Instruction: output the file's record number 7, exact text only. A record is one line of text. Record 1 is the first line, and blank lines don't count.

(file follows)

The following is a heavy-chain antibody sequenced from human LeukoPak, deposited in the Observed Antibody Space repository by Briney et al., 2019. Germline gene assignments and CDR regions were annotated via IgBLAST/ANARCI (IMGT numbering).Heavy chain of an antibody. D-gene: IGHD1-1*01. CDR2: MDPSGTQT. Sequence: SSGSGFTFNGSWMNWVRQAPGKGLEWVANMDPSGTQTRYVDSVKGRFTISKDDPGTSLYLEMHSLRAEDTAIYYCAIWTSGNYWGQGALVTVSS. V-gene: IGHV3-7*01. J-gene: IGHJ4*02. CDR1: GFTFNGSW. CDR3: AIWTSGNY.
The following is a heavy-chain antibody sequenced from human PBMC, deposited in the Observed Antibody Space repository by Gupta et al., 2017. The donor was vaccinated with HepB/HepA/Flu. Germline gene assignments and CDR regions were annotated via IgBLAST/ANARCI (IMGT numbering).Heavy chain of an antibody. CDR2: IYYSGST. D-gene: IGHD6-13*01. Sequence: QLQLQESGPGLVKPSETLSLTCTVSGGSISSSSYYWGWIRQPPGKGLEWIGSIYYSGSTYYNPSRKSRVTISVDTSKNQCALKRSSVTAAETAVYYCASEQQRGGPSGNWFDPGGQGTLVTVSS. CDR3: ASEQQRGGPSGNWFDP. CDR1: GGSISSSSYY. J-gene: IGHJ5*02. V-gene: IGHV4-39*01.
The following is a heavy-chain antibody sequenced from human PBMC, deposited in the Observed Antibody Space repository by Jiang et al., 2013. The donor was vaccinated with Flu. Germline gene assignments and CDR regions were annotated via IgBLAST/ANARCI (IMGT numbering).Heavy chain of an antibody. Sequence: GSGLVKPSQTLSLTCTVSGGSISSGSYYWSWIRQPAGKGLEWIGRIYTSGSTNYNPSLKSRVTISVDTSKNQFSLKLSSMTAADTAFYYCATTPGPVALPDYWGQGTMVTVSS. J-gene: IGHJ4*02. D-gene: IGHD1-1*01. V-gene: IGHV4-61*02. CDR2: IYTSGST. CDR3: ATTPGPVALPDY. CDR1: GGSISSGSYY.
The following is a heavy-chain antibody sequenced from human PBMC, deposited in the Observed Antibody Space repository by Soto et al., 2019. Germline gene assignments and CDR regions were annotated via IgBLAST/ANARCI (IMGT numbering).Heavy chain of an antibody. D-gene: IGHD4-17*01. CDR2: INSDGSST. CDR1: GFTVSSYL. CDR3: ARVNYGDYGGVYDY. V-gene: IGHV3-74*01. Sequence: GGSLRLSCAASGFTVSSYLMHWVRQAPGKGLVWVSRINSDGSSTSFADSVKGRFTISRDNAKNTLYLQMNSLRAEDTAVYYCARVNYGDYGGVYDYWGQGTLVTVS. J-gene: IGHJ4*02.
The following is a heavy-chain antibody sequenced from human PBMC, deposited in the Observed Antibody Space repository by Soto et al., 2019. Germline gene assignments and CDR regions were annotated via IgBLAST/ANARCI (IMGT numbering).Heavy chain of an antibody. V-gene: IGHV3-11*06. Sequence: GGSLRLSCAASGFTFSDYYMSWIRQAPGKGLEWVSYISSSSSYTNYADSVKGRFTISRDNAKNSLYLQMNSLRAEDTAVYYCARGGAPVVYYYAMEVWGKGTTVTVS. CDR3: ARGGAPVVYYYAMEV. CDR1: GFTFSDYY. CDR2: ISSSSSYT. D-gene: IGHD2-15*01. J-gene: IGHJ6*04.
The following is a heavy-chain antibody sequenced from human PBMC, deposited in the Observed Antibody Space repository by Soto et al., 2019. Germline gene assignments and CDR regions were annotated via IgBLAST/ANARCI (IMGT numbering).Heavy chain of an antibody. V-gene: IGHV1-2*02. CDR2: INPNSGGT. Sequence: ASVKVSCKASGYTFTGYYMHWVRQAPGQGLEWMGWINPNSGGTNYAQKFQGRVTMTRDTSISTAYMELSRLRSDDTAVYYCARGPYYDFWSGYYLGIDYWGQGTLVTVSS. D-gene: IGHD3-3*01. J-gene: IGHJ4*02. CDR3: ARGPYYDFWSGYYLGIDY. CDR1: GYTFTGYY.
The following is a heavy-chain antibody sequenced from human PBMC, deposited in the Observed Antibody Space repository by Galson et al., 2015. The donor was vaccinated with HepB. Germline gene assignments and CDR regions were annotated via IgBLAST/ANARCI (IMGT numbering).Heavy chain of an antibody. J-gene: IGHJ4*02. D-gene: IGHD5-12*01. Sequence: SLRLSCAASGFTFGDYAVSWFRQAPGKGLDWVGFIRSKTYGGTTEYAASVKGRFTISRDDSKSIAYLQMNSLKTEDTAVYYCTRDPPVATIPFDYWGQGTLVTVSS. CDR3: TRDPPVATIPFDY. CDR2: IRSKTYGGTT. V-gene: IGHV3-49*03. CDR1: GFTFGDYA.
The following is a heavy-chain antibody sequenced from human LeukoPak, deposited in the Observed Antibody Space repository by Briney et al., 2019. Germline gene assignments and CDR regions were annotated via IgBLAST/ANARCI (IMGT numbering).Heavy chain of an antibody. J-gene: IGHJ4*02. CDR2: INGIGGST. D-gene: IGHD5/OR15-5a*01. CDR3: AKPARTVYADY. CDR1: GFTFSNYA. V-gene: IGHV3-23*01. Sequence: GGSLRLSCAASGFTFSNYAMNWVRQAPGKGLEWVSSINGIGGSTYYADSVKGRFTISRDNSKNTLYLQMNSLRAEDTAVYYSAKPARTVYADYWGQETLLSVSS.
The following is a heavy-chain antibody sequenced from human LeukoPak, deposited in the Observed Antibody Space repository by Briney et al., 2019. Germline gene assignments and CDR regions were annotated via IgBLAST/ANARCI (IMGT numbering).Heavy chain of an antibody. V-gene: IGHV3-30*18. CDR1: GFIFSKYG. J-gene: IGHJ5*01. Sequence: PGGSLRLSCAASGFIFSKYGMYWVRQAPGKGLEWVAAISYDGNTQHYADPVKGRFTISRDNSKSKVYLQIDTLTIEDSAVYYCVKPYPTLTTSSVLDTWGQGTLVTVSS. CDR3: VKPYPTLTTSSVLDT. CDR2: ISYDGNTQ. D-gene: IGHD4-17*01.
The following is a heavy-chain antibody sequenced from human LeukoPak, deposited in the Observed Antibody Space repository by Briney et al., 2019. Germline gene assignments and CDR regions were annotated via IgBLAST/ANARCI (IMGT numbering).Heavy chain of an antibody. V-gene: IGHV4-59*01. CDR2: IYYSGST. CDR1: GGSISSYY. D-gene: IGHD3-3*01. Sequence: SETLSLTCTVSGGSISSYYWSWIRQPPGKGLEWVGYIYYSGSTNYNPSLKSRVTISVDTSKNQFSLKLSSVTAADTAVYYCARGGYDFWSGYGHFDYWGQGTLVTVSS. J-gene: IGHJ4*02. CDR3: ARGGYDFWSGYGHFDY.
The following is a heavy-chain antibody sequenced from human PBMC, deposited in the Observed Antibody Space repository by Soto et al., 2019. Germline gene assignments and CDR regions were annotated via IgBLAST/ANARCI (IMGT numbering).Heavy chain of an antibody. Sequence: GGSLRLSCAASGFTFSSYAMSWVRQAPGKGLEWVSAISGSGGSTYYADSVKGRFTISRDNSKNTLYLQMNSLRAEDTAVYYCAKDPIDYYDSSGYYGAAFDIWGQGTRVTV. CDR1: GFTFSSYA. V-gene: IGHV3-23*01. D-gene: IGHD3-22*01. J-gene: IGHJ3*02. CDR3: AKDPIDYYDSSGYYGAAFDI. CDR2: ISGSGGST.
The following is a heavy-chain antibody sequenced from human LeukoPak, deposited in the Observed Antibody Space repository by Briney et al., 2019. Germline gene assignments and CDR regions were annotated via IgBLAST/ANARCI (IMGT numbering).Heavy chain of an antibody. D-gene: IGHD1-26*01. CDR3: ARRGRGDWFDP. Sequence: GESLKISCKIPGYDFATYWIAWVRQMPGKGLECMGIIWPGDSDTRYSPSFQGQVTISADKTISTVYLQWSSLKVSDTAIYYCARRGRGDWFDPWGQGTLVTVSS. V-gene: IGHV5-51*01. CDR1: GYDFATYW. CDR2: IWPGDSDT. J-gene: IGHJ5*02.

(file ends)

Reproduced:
The following is a heavy-chain antibody sequenced from human PBMC, deposited in the Observed Antibody Space repository by Galson et al., 2015. The donor was vaccinated with HepB. Germline gene assignments and CDR regions were annotated via IgBLAST/ANARCI (IMGT numbering).Heavy chain of an antibody. J-gene: IGHJ4*02. D-gene: IGHD5-12*01. Sequence: SLRLSCAASGFTFGDYAVSWFRQAPGKGLDWVGFIRSKTYGGTTEYAASVKGRFTISRDDSKSIAYLQMNSLKTEDTAVYYCTRDPPVATIPFDYWGQGTLVTVSS. CDR3: TRDPPVATIPFDY. CDR2: IRSKTYGGTT. V-gene: IGHV3-49*03. CDR1: GFTFGDYA.